Members of the Society of Friends (Quakers) have always been disproportionately active in struggles for peace and justice. This was certainly true of first wave feminism…
One of the most prominent of first wave Christian feminists to continue Quaker leadership in the women’s movement was Isabella Ford (1855-1924). Again, the influence of family was vital. As a child she was encouraged to develop an inquiring mind and engage in current political issues. As a young woman, she then met prominent feminists such as Josephine Butler and Elizabeth Garrett Anderson, and also the former Anglican priest Edward Carpenter, who challenged accepted ideas of politics and sexuality and led Isabella towards socialism.
An highly active social reformer, suffragists and writer, she was a notable public speaker and wrote many pamphlets on issues related to socialism, feminism and worker’s rights. After becoming concerned with the rights of female mill workers at an early age, Ford became involved with trade union organisation in the 1880s. A member of the national administrative council of the Independent Labour Party, she was the first woman to speak at a Labour Representation Committee (which became the British Labour Party) conference. Through her encouragement, leading labour figures such as Philip Snowden became more involved and she helped build crucial links between the women’s and labour movement.. During the first world war, and after the vote was obtained for women, Isabella Ford was also highly committed to the peace movement, including through the Women’s International League.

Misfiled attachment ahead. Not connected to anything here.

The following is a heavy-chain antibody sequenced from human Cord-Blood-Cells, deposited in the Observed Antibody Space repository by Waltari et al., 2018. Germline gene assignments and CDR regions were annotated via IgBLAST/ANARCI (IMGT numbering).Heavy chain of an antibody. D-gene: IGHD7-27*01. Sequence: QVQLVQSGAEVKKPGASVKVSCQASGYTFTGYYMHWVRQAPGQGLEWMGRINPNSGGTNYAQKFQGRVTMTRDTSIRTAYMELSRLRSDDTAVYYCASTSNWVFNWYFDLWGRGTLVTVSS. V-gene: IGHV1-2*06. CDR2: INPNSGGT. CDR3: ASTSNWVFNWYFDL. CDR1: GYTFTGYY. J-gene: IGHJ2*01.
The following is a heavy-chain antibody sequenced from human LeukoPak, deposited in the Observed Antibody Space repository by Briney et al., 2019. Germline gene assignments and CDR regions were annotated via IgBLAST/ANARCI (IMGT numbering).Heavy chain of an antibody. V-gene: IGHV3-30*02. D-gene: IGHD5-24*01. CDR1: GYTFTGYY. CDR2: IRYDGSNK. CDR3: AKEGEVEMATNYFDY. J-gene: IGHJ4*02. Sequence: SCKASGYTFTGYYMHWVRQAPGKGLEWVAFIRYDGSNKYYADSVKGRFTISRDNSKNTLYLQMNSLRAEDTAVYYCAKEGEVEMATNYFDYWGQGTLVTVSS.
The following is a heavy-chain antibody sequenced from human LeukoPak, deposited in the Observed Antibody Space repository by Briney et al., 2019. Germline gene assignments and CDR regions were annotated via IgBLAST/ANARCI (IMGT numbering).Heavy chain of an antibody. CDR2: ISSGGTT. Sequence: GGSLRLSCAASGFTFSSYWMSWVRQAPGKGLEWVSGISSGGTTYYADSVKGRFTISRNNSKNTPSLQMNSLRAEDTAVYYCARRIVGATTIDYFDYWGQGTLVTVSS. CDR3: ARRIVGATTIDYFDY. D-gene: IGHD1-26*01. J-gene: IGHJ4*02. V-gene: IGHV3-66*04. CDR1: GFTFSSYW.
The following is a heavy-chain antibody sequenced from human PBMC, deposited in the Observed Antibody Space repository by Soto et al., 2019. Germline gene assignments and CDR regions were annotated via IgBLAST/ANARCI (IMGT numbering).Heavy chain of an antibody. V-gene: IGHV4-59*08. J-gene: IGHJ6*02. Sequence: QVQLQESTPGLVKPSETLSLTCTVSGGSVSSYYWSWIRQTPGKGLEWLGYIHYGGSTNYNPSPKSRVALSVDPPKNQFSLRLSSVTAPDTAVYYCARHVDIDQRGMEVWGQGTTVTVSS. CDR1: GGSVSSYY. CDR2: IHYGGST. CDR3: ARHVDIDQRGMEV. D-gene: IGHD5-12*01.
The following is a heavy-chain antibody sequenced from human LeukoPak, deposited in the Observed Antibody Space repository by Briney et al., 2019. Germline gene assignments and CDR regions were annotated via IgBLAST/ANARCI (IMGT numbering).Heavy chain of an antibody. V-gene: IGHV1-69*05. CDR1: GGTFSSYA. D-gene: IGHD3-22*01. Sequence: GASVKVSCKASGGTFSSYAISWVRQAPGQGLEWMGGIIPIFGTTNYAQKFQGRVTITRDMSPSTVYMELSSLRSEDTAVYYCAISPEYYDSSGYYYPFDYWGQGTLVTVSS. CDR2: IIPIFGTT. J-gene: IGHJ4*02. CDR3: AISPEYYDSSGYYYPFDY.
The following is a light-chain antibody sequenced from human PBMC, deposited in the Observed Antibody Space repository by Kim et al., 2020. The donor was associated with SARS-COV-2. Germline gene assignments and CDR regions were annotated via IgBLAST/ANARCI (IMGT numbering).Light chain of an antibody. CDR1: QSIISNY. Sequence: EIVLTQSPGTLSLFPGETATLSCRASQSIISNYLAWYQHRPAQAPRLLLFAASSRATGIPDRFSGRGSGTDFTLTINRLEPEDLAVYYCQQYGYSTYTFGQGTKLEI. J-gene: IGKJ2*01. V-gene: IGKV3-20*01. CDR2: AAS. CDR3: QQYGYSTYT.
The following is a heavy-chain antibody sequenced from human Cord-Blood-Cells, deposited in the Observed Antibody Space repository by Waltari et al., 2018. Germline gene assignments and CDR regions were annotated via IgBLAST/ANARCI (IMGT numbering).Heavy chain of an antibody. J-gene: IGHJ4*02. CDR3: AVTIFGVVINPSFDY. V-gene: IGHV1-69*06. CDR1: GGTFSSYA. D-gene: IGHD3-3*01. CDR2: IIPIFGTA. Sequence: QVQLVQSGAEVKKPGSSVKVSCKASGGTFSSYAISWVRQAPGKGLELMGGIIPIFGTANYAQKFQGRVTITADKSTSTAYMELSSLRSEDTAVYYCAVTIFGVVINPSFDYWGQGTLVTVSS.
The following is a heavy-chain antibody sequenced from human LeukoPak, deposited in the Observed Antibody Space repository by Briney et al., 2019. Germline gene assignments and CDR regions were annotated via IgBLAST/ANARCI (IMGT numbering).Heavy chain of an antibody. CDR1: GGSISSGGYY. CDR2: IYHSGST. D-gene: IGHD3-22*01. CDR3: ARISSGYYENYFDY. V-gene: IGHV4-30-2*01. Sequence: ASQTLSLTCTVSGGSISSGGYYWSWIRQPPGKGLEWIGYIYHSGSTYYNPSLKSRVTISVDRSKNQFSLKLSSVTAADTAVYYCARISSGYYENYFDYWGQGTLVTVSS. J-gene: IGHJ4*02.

Although some ‘would have taken her for an average English spinster before she spoke’, she was described as the ‘raciest’ speaker in the NUWSS:
she speaks with equal success to an audience of 5,000 working men or 25 clergymen—they laugh and weep as she chooses, and they all love her
(Common Cause, 3 Oct 1913).
As a contemporary commented, she was a born communicator and conciliator:
broad and well balanced, and even for Suffrage … refuses to be a fanatic … she swims in the mainstream, she belongs to the centre… Sweet humour puts a twinkle in her eye and on her lips a laugh, at herself maybe, with no bitterness. (Mallon)
Light of all beings,
we give thanks for Isabella Ford
and the historic witness of members of the Society of Friends
for peace, justice and human rights.
May this continue to flourish through your grace
that we and all people may be enriched by your light within us.
In the name of the One who called us friends, Amen.